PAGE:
Clear the air of emotional and sexual baggage: Release unresolved hurts from childhood or from previous relationships that have the power to intrude on true sexual intimacy with your spouse. Make an effort to expose past hurts by sharing with your partner or by seeking professional help where required. This creates a psychological space for ongoing honesty with your mate and enhances intimacy on all counts.

Deliberately preserve emotional exclusivity with your spouse: While we may all have old and treasured friends from our "past lives" or may meet new people with whom we connect, it is important to define our marriage with a sense of exclusivity. Having "couple secrets" or a quality to our relationship which sets it apart from all others is critical to preserving its sense of uniqueness.

Revisit your lovemaking language and concepts: While we may never escape the concept of "coming" during the sex act, perhaps focusing on "being" may help us somewhat to move beyond the limitations of orgasm. Enjoying all aspects of the sexual journey is critical if we want to rework where we focus all of our energy. Yes, the sense of completion a climax can bring is important, but the pleasuring of the entire experience and our active presence "in the moments," should perhaps be more our goal.

Practice active forgiveness: Holding a grudge against your spouse can be entirely counter-productive to the pursuit of sexual intimacy. It is imperative that couples not allow lapses to occur after fights, arguments or serious rifts. Honest dialogue should be pursued so that mutual forgiveness can be exercised. This frees us up for deeper sexual connection.

Sexualize everyday moments: See your sexual relationship as your ongoing relationship and vice-versa. This means that your method of relating throughout the day is governed by thoughtfulness and the expression of desire. Desiring your husband or wife is not limited to wanting to literally "get it on," but it means that you have a tangible connection which sensitizes you to each othersí needs. This keeps you constantly aware of each other even when apart. Sexualizing moments also includes utilizing the mind to think sexual thoughts about your spouse throughout the day, as well as being physically affectionate through touch.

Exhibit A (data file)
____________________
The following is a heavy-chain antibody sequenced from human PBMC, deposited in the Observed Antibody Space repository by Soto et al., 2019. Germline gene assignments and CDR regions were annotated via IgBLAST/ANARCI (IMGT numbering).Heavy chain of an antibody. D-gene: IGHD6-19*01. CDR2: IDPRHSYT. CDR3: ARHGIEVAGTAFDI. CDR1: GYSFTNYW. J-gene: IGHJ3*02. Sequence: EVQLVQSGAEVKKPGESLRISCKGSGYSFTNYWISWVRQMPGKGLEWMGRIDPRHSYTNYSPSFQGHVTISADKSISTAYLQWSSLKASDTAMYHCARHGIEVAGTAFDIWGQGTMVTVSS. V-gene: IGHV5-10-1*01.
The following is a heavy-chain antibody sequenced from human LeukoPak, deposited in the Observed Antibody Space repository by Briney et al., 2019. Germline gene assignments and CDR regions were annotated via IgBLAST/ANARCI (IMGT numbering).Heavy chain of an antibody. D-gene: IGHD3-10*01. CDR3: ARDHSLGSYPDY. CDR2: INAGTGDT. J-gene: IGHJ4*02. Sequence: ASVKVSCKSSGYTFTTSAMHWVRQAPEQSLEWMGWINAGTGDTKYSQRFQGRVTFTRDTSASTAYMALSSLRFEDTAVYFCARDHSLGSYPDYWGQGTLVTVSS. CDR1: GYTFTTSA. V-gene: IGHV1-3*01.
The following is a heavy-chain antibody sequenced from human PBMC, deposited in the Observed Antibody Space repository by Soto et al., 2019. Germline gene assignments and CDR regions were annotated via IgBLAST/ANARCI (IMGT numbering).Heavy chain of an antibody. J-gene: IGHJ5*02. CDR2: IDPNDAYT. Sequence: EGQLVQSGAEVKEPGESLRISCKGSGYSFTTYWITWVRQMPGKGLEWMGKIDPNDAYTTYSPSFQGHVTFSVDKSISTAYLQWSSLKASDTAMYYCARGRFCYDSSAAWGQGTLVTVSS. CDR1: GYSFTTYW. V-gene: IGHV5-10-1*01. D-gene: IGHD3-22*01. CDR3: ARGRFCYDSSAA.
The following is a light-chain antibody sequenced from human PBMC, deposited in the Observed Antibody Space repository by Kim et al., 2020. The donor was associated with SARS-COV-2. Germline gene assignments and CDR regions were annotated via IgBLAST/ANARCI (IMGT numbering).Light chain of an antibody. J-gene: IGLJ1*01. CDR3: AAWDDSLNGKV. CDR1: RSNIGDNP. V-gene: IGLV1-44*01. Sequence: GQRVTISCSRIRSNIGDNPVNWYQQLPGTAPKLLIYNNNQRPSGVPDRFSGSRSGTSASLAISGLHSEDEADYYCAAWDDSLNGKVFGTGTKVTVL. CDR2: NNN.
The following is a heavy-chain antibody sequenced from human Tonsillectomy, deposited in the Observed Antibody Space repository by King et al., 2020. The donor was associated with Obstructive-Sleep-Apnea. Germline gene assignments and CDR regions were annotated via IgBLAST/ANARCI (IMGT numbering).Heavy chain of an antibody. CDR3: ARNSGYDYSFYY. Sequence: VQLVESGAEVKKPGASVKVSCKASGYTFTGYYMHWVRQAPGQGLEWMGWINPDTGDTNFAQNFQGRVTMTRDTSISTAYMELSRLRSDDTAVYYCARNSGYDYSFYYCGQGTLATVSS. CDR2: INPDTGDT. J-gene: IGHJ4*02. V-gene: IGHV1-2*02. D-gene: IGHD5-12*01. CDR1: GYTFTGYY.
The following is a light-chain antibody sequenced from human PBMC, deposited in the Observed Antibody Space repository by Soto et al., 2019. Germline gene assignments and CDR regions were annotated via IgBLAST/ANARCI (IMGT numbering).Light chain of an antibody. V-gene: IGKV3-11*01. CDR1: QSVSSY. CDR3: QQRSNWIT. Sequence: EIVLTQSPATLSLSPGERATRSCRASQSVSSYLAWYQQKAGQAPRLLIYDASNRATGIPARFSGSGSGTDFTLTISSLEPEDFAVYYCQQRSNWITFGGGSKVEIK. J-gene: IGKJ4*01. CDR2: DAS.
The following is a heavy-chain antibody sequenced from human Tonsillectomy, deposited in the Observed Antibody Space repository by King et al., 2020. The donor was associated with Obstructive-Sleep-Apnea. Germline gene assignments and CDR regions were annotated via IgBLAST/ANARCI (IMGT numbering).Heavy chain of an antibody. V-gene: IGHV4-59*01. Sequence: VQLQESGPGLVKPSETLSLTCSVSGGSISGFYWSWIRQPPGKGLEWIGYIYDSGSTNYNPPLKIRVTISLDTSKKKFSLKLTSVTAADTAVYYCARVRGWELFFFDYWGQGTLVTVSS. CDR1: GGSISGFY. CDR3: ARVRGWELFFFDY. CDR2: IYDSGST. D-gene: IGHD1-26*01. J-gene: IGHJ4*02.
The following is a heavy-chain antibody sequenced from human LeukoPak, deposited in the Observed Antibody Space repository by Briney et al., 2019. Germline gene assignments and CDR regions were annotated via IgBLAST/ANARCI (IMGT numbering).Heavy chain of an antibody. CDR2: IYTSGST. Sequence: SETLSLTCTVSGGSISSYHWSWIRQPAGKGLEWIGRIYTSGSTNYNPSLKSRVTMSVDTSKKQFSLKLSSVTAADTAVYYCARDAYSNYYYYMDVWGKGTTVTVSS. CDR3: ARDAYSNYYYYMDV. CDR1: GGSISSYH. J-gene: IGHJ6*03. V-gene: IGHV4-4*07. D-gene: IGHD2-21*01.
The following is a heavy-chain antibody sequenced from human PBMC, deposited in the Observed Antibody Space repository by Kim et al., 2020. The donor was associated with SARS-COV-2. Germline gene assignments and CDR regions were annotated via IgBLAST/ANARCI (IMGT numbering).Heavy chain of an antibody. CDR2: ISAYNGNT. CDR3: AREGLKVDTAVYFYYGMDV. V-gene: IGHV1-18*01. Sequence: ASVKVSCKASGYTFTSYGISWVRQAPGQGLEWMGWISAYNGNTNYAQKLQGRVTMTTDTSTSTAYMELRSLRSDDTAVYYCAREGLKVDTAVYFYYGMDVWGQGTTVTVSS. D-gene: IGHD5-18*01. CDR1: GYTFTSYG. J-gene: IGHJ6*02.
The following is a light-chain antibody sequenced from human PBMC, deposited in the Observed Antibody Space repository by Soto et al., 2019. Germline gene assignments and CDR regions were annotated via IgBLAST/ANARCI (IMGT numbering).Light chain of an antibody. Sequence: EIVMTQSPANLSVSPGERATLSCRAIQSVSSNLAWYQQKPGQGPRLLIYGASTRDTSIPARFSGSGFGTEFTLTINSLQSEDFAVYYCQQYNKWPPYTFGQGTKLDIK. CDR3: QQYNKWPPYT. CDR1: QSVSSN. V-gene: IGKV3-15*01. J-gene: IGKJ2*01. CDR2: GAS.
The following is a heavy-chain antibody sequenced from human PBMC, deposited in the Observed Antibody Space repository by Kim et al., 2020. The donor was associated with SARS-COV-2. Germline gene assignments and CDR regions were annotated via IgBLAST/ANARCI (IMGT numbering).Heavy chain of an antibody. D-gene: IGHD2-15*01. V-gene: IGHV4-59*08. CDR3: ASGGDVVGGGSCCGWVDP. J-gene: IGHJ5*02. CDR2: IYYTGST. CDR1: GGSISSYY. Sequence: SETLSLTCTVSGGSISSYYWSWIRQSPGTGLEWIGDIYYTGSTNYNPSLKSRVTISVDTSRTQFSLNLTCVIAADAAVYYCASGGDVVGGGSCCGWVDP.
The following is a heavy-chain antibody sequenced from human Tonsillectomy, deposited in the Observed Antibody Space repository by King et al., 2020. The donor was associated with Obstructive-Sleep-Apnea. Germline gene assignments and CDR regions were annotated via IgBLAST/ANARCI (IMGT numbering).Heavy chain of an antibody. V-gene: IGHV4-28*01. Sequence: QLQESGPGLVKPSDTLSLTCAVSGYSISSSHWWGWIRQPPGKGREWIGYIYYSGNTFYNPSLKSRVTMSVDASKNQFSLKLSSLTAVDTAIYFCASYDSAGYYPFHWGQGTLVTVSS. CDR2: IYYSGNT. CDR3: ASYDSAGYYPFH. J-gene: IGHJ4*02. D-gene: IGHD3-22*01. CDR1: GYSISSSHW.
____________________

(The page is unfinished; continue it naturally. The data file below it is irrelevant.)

De-genitalize the sexual encounter: Deliberately forget todayís focus on things like penis size and "designer vaginas;" a more holistic view of sex allows us to understand the importance of the entire body. Delaying genital touch for as long as possible could therefore be fairly exciting. Making an effort to dwell on other areas like toes, noses, eyes, finger tips, palms, ears, the head and the massaging of limbs, can function to bring the entire body into the sexual encounter while still enhancing the sensations that will undoubtedly come to the genitals.

Open your eyes: There is something to be said for the eyes being the windows to the soul. Sharing deep glances during your lovemaking, when every fiber of your being is inviting you to close them, can provide very telling moments. While we close our eyes because of the intensity of pleasure, we also do so out of fear, embarrassment and a need to hide. By opening them, you are risking exposing your pleasure and your vulnerability and you are entrusting this to the one you have vowed to share your life with. This can be incredible for maximizing the sense of freedom, which comes to the sexual release and can truly move it from mere orgasm to psychasm.

"Denise J Charles" is an educator, counselor, relationship-coach, published author and blogger. She holds a Masters Degree in Education and is a qualified trainer-of-trainers. Denise is Executive Director of "Better Blends Relationship Institute," a counseling and training entity founded by herself and her husband Gabriel. Deniseís blog on sex can be found "here". Deniseís new book is "How To Have Mind-Blowing Sex Without Losing Your Brain."